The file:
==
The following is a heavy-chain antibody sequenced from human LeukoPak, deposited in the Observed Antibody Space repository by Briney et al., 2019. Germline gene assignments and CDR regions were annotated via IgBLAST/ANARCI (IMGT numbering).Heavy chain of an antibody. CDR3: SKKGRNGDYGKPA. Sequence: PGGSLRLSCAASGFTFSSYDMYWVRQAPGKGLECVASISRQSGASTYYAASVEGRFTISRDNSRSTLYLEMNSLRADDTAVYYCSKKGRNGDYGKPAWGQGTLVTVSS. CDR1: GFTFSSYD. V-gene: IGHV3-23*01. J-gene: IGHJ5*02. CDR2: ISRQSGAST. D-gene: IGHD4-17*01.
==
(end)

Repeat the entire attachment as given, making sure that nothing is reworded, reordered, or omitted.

The following is a heavy-chain antibody sequenced from human LeukoPak, deposited in the Observed Antibody Space repository by Briney et al., 2019. Germline gene assignments and CDR regions were annotated via IgBLAST/ANARCI (IMGT numbering).Heavy chain of an antibody. CDR3: SKKGRNGDYGKPA. Sequence: PGGSLRLSCAASGFTFSSYDMYWVRQAPGKGLECVASISRQSGASTYYAASVEGRFTISRDNSRSTLYLEMNSLRADDTAVYYCSKKGRNGDYGKPAWGQGTLVTVSS. CDR1: GFTFSSYD. V-gene: IGHV3-23*01. J-gene: IGHJ5*02. CDR2: ISRQSGAST. D-gene: IGHD4-17*01.